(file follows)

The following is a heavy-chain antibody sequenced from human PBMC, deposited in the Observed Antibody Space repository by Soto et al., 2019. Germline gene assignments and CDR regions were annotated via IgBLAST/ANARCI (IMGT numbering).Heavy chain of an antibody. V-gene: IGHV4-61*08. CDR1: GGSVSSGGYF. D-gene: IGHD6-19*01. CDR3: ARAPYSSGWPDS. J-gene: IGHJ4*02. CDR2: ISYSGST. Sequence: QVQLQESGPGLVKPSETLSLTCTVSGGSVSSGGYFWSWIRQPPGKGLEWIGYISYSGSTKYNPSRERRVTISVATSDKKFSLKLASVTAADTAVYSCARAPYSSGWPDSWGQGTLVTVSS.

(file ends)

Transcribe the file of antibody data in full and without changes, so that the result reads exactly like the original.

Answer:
The following is a heavy-chain antibody sequenced from human PBMC, deposited in the Observed Antibody Space repository by Soto et al., 2019. Germline gene assignments and CDR regions were annotated via IgBLAST/ANARCI (IMGT numbering).Heavy chain of an antibody. V-gene: IGHV4-61*08. CDR1: GGSVSSGGYF. D-gene: IGHD6-19*01. CDR3: ARAPYSSGWPDS. J-gene: IGHJ4*02. CDR2: ISYSGST. Sequence: QVQLQESGPGLVKPSETLSLTCTVSGGSVSSGGYFWSWIRQPPGKGLEWIGYISYSGSTKYNPSRERRVTISVATSDKKFSLKLASVTAADTAVYSCARAPYSSGWPDSWGQGTLVTVSS.